Skip to Content

Compressed-format compared to regular-format in a first-year university physics course

Jason Harlow, David Harrison and Eli Honig compared student performance in two sessions of a large first-year university physics course, one with a normal 12-week term and the other with a compressed 6-week term. Student performance was measured by the normalized gain on the Force Concept Inventory. They found that the gains for the regular-format course are better than the gains for the compressed-format course, and while the differences in gains are small they are statistically significant. Not accounted for are the differences in effectiveness of the different instructors in the two versions of the course.

At the University of Toronto our first year Physics course intended primarily for students in the life sciences is PHY131. We have compared the performance of PHY131 students in the regular 12-week fall term to a compressed 6-week format in the summer term; the fall version was given in 2012 and the summer version in 2013. There is also a 12-week version of this course given in the winter term, which is not part of this study. In addition, there is a separate first-year course for physics majors and specialists, and another for engineering science students; neither of these courses are part of this study.

We measured student performance using the Force Concept Inventory (FCI), a common tool for assessing students' conceptual understanding of mechanics and for assessing the effectiveness of instruction. The FCI was introduced by Hestenes, Wells, and Swackhammer in 1992, 1 and was updated in 1995, 2 and has now been given to many thousands of students at a number of institutions worldwide. A common methodology is to administer the instrument at the beginning of a course, the “Pre-Course,” and again at the end, the “Post-Course,” and look at the gain in performance. Our students were given one-half a point (0.5%) towards their final grade in the course for answering all questions on the Pre-Course FCI, regardless of what they answered. Similarly, the students are given another half point for answering all questions on the Post-Course FCI, also regardless of what they answered. Below, all FCI scores are given as a percent.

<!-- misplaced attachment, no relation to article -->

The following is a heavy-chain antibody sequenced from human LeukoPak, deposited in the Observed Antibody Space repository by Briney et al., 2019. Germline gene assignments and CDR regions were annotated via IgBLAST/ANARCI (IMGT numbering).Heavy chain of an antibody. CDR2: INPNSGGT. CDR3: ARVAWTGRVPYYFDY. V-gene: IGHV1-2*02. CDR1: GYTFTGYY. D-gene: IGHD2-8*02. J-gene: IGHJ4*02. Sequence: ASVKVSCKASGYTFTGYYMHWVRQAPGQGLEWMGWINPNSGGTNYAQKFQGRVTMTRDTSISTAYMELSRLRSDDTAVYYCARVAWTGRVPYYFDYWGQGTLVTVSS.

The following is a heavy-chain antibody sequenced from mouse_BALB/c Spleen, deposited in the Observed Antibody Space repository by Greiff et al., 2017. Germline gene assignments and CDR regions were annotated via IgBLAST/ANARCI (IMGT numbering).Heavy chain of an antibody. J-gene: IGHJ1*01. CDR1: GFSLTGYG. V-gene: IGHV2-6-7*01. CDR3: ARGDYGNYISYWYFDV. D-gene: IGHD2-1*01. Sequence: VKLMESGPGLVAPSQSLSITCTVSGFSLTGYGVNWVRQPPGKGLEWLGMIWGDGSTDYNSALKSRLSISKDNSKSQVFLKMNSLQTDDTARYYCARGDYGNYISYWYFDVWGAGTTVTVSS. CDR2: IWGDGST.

PHY131 is the first of a two-semester calculus-based sequence, and the textbook is by Knight. 3 A senior-level high-school physics course (“Grade 12 Physics”) is recommended as a pre-requisite but is not required to take this course. One of the authors (J.J.B.H.) was one of the two lecturers in the fall session, and D.M.H. was the sole lecturer in the summer session. In the fall session, the two lecturers alternate so all students are given instruction by the same lecturers. Research-based instruction is used throughout the course; clickers, Peer Instruction, 4 and Interactive Lecture Demonstrations 5 are used extensively in the classes. In the fall term, there are two 1 h classes every week, while the summer course has two 2 h classes per week in a single session. In addition, due to logistic constraints, the summer course has a total of 22 h of classes, while the fall version has 24 h of classes.

Traditional tutorials and laboratories have been combined into a single active-learning environment, which we call , 6 and were inspired by Physics Education Research tools such as McDermott's 7 and Laws' . 8 These Practicals are similar in many ways to the at the University of Calgary. 9 In the Practicals students work in teams of four on conceptually based activities using a guided-discovery model of instruction. Whenever possible the activities use a physical apparatus or a simulation. Some of the materials are based on activities from McDermott and Laws. In the fall term, there is one 2-h Practical every week, and the summer course has two 2-h Practicals each week.

Read the full article here: